Jobs Program Would Raise Revenue

The "fiscal cliff" is a rhetorical device designed to hijack the inauguration of new federal programs that would address our nation's mass unemployment crisis. It distracts us from alternatives to reducing the federal budget deficit by other means than massive federal spending cuts.

Indeed, the fiscal cliff debate has subverted our nation's courage and imagination. Instead of feuding about how deep cuts in federal expenditures should be, Congress should enact a national program of public service employment that will provide a job for every American seeking work.

A federal job guarantee at non-poverty wages (for example, a minimum annual wage of $20,000) for all citizens would enable the nation to meet both its physical and human infrastructure needs. Workers under the public service employment system could repair roads and bridges, provide high quality day care services, build and maintain the public schools and rehabilitate our damaged postal system.

Such a program would address the federal budget deficit primarily by increasing revenues rather than cutting government expenditures. It would restore tax paying capability among Americans who have suffered income losses due to long-term joblessness, thereby restoring state and municipal tax bases. It also would boost income for the private sector which in turn would restore business' tax paying capability. Business incomes would rise for two reasons: 1. The incomes provided through the job guarantee would restore and stabilize consumer purchases and 2. The supplies and materials for the infrastructural projects undertaken by public service employment would be purchased from the private sector. The program even would be beneficial from the expenditure side of the public ledger: spending on entitlement programs (including unemployment insurance and a host of antipoverty and social support programs) could be reduced drastically, replaced by the job guarantee plan.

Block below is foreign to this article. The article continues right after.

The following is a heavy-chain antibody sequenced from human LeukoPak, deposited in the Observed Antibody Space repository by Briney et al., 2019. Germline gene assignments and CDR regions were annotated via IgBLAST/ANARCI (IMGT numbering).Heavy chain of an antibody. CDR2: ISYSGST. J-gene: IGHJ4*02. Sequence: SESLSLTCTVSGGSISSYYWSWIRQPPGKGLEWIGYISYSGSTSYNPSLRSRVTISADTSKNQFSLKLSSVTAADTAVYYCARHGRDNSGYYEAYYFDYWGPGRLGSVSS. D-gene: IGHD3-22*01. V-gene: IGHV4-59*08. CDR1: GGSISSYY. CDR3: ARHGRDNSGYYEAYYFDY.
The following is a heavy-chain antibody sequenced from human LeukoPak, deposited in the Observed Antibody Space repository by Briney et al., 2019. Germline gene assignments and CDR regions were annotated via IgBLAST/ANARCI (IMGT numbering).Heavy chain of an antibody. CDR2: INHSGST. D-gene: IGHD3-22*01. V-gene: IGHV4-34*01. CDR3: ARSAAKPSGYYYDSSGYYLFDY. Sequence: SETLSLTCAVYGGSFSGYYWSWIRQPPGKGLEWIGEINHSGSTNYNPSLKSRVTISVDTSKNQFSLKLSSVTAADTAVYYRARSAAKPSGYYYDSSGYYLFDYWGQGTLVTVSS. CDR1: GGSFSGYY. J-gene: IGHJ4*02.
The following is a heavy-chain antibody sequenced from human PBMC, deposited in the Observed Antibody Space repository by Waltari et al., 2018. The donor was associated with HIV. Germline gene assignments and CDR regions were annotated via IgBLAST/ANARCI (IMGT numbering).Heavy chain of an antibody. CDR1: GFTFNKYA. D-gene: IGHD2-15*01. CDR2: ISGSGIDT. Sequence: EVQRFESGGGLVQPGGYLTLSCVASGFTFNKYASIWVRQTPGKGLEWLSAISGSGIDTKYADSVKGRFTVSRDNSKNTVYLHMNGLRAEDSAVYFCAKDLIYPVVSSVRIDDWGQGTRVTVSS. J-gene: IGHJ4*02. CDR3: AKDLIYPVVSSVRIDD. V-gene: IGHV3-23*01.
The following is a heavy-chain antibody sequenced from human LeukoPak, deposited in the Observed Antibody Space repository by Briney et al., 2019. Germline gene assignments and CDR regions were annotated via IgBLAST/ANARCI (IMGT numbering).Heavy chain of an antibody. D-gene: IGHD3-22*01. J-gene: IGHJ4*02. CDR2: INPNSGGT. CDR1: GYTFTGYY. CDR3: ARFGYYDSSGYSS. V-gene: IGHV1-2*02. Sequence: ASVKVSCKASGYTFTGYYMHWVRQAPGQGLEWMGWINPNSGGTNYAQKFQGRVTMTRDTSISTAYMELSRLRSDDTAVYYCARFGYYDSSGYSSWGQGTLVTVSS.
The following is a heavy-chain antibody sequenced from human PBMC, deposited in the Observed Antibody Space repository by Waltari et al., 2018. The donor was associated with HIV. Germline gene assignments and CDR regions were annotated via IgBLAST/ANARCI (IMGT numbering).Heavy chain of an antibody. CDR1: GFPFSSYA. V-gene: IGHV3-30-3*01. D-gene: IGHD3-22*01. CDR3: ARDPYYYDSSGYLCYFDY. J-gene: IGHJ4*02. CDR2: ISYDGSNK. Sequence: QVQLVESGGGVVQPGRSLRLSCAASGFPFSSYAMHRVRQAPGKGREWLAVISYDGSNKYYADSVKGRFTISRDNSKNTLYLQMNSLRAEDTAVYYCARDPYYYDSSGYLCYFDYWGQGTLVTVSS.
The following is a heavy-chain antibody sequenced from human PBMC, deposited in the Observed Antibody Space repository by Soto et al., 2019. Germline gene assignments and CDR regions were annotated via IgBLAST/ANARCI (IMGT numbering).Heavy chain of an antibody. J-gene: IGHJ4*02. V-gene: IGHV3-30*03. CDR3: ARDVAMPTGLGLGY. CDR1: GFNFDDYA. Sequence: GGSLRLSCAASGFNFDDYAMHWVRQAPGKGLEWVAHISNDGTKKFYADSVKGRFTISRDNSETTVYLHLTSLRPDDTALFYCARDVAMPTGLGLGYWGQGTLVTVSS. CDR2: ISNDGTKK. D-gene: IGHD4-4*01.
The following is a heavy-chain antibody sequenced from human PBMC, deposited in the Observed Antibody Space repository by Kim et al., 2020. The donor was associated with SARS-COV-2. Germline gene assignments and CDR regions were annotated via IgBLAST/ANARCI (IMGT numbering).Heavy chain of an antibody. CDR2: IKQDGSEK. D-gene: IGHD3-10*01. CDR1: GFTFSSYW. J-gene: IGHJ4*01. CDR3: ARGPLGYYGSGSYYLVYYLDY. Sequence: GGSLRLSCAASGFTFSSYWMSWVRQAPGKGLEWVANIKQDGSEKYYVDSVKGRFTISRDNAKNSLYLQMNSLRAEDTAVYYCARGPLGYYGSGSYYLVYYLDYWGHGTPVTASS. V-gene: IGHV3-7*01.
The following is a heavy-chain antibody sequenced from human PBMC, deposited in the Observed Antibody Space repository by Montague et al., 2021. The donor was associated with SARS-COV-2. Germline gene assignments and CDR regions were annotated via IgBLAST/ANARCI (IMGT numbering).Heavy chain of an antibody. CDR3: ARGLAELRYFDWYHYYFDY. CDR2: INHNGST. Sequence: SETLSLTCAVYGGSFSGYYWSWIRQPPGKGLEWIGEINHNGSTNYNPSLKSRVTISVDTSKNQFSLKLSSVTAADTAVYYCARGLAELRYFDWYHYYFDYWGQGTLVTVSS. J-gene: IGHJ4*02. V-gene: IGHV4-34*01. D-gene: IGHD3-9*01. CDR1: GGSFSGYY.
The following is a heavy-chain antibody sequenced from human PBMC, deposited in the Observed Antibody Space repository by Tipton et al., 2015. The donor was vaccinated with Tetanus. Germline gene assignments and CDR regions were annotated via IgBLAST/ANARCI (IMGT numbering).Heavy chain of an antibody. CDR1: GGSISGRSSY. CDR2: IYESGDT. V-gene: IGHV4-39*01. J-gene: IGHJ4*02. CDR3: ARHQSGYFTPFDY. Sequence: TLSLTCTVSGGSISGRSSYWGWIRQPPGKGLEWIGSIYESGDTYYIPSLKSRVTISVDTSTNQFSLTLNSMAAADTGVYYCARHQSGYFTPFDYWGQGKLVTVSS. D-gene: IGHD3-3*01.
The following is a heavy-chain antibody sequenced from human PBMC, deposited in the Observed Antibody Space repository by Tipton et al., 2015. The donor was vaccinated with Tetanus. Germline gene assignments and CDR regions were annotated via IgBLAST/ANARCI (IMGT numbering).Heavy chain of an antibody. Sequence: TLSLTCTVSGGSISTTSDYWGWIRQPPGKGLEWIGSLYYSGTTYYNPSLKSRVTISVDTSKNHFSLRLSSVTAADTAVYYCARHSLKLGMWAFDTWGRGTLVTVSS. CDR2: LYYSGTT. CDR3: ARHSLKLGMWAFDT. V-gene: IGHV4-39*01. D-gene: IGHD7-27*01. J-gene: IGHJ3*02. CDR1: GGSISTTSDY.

A large scale public service employment program should have been initiated at the start of the Great Recession, rather than the transfer of huge sums of public money to the investment banking community that actually took place.

It is not too late to adopt a federal job guarantee for all Americans.

This commentary was originally published in The New York Times on Dec. 4, 2012, as part of a "Room for Debate" series.